TeacherServer.com
Home | How It Works | Stats
Login | Register
     
 
Topic Go Back
 
     
     
 
Case
Posted on October 16, 2014 10:29 pm
Add to Favorites Add to Favorites

yseruW
yseruW
Reps: 201
Receiving Gifts
Are we to receive monetary gifts from parents? What if a parent gives you $100 just because. What are you suppose to do?

We have all received gifts from parents at some point in the school year; Christmas gifts, Birthday gifts, and teacher appreciation gifts. What is the limit of receiving gifts? Is this a breech in the code of ethics to receive such a gift? What should you do?
 
     
     
 
Reply Submit a Possible Solution
Please read response(s) below (if any) before posting your solution.
 
     
     
 
Solution 1
Posted October 19, 2014 3:16 pm

qaWeBu
qaWeBu
Reps: 125
You should know your state's code of ethics when it comes to gifts.
Most states say that there should be no exchange of funds for the following:.........., and most states are very similar.
You should also set expectation for parents at the beginning of the school year not give gifts if it makes you uncomfortable.
Votes: +38 / -0 Vote Up This Solution Is Useful   Vote Down This Solution Is Not Useful  

Comments posted for this solution

Chelsea
Chelsea
Reps: 101
I agree with this solution. Accepting money from parents seems wrong. We all know students love giving gifts to teachers to show their appreciation, but I don't feel accepting money is a line that should be crossed.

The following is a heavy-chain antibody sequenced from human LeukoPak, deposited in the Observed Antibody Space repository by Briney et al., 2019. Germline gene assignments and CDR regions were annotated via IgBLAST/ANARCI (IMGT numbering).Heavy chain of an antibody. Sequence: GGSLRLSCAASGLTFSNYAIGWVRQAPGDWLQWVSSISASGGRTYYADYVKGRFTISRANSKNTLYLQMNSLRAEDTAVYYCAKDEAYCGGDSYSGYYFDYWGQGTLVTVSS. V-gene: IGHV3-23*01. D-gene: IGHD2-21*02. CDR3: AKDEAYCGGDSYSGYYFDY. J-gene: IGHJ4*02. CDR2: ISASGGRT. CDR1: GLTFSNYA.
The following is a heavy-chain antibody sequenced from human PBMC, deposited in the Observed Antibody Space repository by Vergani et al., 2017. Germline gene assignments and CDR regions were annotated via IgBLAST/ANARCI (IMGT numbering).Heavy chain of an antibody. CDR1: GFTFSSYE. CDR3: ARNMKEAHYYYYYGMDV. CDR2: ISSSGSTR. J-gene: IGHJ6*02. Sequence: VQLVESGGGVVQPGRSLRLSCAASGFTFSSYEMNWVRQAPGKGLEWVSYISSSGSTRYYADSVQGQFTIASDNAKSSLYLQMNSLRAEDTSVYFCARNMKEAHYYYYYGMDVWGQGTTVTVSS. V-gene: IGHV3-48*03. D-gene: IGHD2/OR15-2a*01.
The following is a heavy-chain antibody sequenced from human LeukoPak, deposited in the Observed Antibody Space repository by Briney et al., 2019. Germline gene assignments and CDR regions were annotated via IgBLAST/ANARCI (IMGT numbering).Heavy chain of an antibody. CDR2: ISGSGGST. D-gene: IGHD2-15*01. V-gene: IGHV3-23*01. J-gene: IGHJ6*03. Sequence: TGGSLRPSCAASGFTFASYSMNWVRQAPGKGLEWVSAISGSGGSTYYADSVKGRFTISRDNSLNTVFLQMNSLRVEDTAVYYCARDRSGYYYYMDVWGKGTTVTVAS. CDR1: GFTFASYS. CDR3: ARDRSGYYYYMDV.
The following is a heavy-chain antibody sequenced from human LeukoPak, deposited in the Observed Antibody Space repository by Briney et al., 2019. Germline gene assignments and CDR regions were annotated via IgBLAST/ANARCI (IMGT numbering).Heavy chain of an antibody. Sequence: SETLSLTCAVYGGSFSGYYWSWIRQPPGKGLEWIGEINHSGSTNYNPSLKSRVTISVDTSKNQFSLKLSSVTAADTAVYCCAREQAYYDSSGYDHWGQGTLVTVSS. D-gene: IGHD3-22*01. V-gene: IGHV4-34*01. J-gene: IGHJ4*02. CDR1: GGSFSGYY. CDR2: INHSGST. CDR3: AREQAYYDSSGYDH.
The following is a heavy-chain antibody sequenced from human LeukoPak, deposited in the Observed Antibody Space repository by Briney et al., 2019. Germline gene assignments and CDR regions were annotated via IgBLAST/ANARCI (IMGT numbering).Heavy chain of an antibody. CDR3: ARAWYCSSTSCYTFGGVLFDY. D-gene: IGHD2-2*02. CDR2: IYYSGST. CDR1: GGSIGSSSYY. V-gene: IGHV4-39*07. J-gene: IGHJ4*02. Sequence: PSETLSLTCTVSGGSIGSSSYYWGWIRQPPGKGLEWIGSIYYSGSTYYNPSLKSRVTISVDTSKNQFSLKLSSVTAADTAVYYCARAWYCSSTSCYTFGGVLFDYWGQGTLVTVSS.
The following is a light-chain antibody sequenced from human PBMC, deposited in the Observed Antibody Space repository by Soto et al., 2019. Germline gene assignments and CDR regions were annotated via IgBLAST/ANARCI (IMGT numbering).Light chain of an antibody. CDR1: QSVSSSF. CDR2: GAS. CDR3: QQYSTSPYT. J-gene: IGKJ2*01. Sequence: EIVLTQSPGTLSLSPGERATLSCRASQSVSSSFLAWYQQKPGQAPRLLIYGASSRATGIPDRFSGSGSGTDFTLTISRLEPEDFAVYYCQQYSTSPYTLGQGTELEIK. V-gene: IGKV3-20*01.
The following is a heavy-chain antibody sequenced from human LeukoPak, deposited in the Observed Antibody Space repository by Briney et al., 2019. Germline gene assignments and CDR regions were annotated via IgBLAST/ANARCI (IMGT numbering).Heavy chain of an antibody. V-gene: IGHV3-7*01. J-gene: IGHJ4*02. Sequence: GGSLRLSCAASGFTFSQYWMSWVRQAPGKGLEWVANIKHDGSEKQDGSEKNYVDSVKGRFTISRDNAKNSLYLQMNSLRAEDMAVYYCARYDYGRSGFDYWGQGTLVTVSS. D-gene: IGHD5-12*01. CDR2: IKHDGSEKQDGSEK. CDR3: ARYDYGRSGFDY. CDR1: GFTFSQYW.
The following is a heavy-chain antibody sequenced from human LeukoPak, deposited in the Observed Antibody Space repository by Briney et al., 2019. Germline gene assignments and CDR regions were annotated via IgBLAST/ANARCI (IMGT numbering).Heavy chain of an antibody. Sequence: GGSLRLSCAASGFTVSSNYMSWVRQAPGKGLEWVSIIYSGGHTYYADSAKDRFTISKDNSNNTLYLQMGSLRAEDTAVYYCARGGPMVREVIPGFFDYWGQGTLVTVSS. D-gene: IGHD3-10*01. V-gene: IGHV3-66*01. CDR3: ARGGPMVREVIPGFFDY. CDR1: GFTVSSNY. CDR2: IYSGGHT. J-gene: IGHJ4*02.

Posted on: October 19, 2014 5:03 pm

eQyVuj
eQyVuj
Reps: 200
Yes it does not seem appropriate. I always thought candy, coffee mug, or even gift card. But money seems a bit much.
  Posted on: March 1, 2015 4:47 pm

Reply Add a Comment
 
     
     
 
Solution 2
Posted October 20, 2014 3:53 am

Dawn Rogers
Dawn Rogers
Reps: 204
All gifts are a breach of the ethics code. That being said, all teachers receive gifts during holidays, I feel like small gifts from the students are okay, but when it comes to parents giving you gifts, especially money of that amount, I feel like that would not be right to accept that. $100 is way different than a small teddy bear for Christmas.
Votes: +7 / -4 Vote Up This Solution Is Useful   Vote Down This Solution Is Not Useful  

Comments posted for this solution

baQumy
baQumy
Reps: 100
I agree. It definitely depends on the gift.
  Posted on: October 23, 2015 4:38 pm

Reply Add a Comment
 
     
     
 
Solution 3
Posted October 19, 2014 3:45 pm

anuLyH
anuLyH
Reps: 175
You should check your states code of ethics. I am almost certain that every state is similar. You should not receive monetary gifts nor should you charge parents or their kids for services.
Votes: +5 / -0 Vote Up This Solution Is Useful   Vote Down This Solution Is Not Useful  

Comments posted for this solution

raWubu
raWubu
Reps: 97
It is a kind gesture for a parents to offer money, but I agree that money is not an appropriate gift from a parent.
  Posted on: October 19, 2014 9:13 pm

eQyVuj
eQyVuj